Pressure gauge discrepancies undermine Wells report
When the NFL dusted off the Ted Wells bat signal in January for an investigation regarding the question of whether the Patriots tampered with footballs used in the AFC championship game, it was believed that the raw measurements of air pressure inside the footballs taken at halftime would point clearly to tampering. Lost in the text messages between Larry and Curly and the question of whether Tom Brady was the Moe Howard periodically clunking their heads together to ensure that the footballs were suited to his preferences is the possibility that the raw measurements don’t point to tampering.
The erroneous report from ESPN that 10 of 12 balls were 2.0 PSI below the 12.5 PSI minimum cemented the early narrative that the amount of air missing from the footballs clearly suggests tampering. The actual numbers, standing alone, say otherwise.
It’s possible that the actual numbers suggest no tampering at all. Which could be the biggest problem with the 243-page report.
Here’s where we try (key word: try) to take something that’s pretty complicated and make it somewhat understandable.
First, the officials had two pressure gauges available -- and those pressure gauges generated very different measurements.
One gauge had a Wilson logo on the back. The other didn’t. One had an obviously crooked needle. The other didn’t.
The gauge with the Wilson logo and the longer, crooked needle typically generated higher readings, in the range of 0.3 to 0.45 PSI.
The measurements taken at halftime of the AFC title game by the two available gauges demonstrated this reality. Here’s the gap in PSI for each of the 11 Patriots footballs, based on the two gauges: (1) 0.3 PSI; (2) 0.35 PSI; (3) 0.35 PSI; (4) 0.3 PSI; (5) 0.35 PSI; (6) 0.35 PSI; (7) 0.45 PSI; (8) 0.45 PSI; (9) 0.4 PSI; (10) 0.4 PSI; and (11) 0.45 PSI.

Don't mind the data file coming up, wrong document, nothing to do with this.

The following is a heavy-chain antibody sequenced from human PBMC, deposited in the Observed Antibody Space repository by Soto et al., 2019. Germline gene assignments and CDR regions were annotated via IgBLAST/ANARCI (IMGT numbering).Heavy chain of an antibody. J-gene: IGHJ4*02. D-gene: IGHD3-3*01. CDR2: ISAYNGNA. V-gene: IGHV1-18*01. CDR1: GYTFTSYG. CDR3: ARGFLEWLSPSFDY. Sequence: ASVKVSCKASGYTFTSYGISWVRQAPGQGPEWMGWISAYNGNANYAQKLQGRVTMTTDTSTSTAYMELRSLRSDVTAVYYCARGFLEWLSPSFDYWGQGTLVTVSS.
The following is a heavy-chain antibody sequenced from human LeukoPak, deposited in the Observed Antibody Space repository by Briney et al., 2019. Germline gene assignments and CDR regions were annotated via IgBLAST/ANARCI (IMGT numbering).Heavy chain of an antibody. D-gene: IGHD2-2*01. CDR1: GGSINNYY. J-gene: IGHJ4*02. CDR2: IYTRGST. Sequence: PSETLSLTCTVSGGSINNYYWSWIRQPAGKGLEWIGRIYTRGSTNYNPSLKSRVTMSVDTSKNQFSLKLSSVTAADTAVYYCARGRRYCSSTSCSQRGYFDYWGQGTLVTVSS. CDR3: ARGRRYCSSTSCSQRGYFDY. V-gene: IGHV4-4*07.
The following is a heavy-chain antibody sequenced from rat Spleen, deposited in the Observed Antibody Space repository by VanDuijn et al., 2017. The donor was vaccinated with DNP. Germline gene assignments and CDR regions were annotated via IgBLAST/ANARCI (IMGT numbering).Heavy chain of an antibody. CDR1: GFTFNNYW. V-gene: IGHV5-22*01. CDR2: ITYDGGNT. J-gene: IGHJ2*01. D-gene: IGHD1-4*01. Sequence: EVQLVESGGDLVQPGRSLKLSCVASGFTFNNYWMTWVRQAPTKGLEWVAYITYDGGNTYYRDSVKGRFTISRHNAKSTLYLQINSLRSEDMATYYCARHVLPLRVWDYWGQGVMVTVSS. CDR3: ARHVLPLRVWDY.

Second, referee Walt Anderson doesn’t recall which gauge he used to measure PSI at the start of the game.
The absence of a documentation regarding the air pressure in the Patriots footballs prior to kickoff can be justified by Anderson’s clear recollection that he ensured each ball was set to 12.5 PSI. However, Anderson doesn’t clearly recall whether he used the gauge that generates the higher measurement or the one that generates the lower measurement.
It’s an important point because the gauge used before kickoff determines the starting point for the halftime analysis. If the pressures were set by the gauge with the logo and the long, crooked needle, that’s the gauge that should have been used at halftime. If it was the other gauge that was used before the game, that’s the one that should have been used at halftime.
The Wells report concludes that Anderson used the gauge that generates the lower measurement before kickoff, despite Anderson’s lack of specific recollection as to which gauge he used. The reasoning for the decision to assume Anderson used the gauge without the Wilson logo appears in the paragraph contained at the bottom of page 116 of the report.
Frankly, the explanation doesn’t make much sense. If anyone understands it, please let us know.
Here’s the one thing that does make sense: Without knowing which gauge was used to set the pressures before the game, it’s impossible to know which set of readings taken at halftime is the accurate set of readings, and which set of readings should be thrown out.
Third, knowing the gauge that was used before kickoff is critical to proving tampering.
At page 113, the Wells report states: "[T]he Ideal Gas Law predicts that the Patriots balls should have measured between 11.52 and 11.32 psi at the end of the first half, just before they were brought back into the Officials Locker Room. Most of the individual Patriots measurements recorded at halftime, however, were lower than the range predicted by the Ideal Gas Law.”